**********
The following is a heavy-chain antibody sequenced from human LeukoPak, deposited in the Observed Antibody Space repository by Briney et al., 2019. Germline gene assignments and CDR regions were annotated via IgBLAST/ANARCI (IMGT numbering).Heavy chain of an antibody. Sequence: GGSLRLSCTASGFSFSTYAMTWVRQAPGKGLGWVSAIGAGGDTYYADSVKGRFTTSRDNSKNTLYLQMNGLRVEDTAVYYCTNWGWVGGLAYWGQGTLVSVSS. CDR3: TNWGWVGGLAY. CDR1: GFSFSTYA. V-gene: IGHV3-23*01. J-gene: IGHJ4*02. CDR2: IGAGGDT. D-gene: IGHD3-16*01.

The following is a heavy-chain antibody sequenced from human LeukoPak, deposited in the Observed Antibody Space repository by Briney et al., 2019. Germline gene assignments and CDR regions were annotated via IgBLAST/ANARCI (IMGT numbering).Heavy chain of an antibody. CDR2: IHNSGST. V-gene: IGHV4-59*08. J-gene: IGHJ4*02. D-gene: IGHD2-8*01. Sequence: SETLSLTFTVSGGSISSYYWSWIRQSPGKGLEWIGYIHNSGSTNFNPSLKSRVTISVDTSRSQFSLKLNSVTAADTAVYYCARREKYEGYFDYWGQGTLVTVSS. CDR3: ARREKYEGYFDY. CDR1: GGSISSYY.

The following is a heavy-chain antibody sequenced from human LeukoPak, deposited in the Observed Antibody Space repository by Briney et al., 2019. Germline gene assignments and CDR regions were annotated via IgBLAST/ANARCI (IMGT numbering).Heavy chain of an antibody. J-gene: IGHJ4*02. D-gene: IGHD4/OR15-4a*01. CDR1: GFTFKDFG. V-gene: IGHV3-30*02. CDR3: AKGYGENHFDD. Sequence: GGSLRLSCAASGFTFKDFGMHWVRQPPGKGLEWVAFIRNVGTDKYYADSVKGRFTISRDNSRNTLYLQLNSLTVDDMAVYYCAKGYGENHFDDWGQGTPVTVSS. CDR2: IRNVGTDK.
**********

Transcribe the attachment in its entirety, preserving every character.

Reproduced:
The following is a heavy-chain antibody sequenced from human LeukoPak, deposited in the Observed Antibody Space repository by Briney et al., 2019. Germline gene assignments and CDR regions were annotated via IgBLAST/ANARCI (IMGT numbering).Heavy chain of an antibody. Sequence: GGSLRLSCTASGFSFSTYAMTWVRQAPGKGLGWVSAIGAGGDTYYADSVKGRFTTSRDNSKNTLYLQMNGLRVEDTAVYYCTNWGWVGGLAYWGQGTLVSVSS. CDR3: TNWGWVGGLAY. CDR1: GFSFSTYA. V-gene: IGHV3-23*01. J-gene: IGHJ4*02. CDR2: IGAGGDT. D-gene: IGHD3-16*01.

The following is a heavy-chain antibody sequenced from human LeukoPak, deposited in the Observed Antibody Space repository by Briney et al., 2019. Germline gene assignments and CDR regions were annotated via IgBLAST/ANARCI (IMGT numbering).Heavy chain of an antibody. CDR2: IHNSGST. V-gene: IGHV4-59*08. J-gene: IGHJ4*02. D-gene: IGHD2-8*01. Sequence: SETLSLTFTVSGGSISSYYWSWIRQSPGKGLEWIGYIHNSGSTNFNPSLKSRVTISVDTSRSQFSLKLNSVTAADTAVYYCARREKYEGYFDYWGQGTLVTVSS. CDR3: ARREKYEGYFDY. CDR1: GGSISSYY.

The following is a heavy-chain antibody sequenced from human LeukoPak, deposited in the Observed Antibody Space repository by Briney et al., 2019. Germline gene assignments and CDR regions were annotated via IgBLAST/ANARCI (IMGT numbering).Heavy chain of an antibody. J-gene: IGHJ4*02. D-gene: IGHD4/OR15-4a*01. CDR1: GFTFKDFG. V-gene: IGHV3-30*02. CDR3: AKGYGENHFDD. Sequence: GGSLRLSCAASGFTFKDFGMHWVRQPPGKGLEWVAFIRNVGTDKYYADSVKGRFTISRDNSRNTLYLQLNSLTVDDMAVYYCAKGYGENHFDDWGQGTPVTVSS. CDR2: IRNVGTDK.